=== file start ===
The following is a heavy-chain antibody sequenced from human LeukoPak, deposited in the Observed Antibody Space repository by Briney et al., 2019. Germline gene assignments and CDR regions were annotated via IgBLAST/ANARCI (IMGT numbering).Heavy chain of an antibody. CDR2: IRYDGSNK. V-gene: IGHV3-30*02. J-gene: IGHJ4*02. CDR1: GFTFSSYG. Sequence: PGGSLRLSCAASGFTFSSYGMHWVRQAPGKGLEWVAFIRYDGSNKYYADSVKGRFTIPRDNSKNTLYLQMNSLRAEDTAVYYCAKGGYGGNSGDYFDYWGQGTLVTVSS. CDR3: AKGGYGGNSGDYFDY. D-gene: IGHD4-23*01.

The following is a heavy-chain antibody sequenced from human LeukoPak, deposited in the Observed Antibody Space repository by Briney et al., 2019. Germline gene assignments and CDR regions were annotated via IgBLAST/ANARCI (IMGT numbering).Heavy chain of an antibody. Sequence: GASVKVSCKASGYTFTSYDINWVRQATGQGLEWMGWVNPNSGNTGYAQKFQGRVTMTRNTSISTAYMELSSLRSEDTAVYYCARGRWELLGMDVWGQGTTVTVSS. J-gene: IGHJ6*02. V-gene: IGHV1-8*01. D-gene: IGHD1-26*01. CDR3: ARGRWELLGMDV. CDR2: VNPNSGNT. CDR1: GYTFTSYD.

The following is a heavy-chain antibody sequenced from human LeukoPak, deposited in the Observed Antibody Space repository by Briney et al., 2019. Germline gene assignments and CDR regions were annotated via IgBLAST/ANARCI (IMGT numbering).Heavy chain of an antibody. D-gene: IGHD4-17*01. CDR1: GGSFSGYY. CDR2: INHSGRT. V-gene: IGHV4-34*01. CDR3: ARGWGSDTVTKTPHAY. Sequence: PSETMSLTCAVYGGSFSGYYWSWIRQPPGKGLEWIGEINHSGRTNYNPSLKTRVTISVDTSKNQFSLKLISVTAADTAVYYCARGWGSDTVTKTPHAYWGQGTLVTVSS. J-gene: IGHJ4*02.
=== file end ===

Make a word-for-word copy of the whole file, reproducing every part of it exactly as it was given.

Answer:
The following is a heavy-chain antibody sequenced from human LeukoPak, deposited in the Observed Antibody Space repository by Briney et al., 2019. Germline gene assignments and CDR regions were annotated via IgBLAST/ANARCI (IMGT numbering).Heavy chain of an antibody. CDR2: IRYDGSNK. V-gene: IGHV3-30*02. J-gene: IGHJ4*02. CDR1: GFTFSSYG. Sequence: PGGSLRLSCAASGFTFSSYGMHWVRQAPGKGLEWVAFIRYDGSNKYYADSVKGRFTIPRDNSKNTLYLQMNSLRAEDTAVYYCAKGGYGGNSGDYFDYWGQGTLVTVSS. CDR3: AKGGYGGNSGDYFDY. D-gene: IGHD4-23*01.

The following is a heavy-chain antibody sequenced from human LeukoPak, deposited in the Observed Antibody Space repository by Briney et al., 2019. Germline gene assignments and CDR regions were annotated via IgBLAST/ANARCI (IMGT numbering).Heavy chain of an antibody. Sequence: GASVKVSCKASGYTFTSYDINWVRQATGQGLEWMGWVNPNSGNTGYAQKFQGRVTMTRNTSISTAYMELSSLRSEDTAVYYCARGRWELLGMDVWGQGTTVTVSS. J-gene: IGHJ6*02. V-gene: IGHV1-8*01. D-gene: IGHD1-26*01. CDR3: ARGRWELLGMDV. CDR2: VNPNSGNT. CDR1: GYTFTSYD.

The following is a heavy-chain antibody sequenced from human LeukoPak, deposited in the Observed Antibody Space repository by Briney et al., 2019. Germline gene assignments and CDR regions were annotated via IgBLAST/ANARCI (IMGT numbering).Heavy chain of an antibody. D-gene: IGHD4-17*01. CDR1: GGSFSGYY. CDR2: INHSGRT. V-gene: IGHV4-34*01. CDR3: ARGWGSDTVTKTPHAY. Sequence: PSETMSLTCAVYGGSFSGYYWSWIRQPPGKGLEWIGEINHSGRTNYNPSLKTRVTISVDTSKNQFSLKLISVTAADTAVYYCARGWGSDTVTKTPHAYWGQGTLVTVSS. J-gene: IGHJ4*02.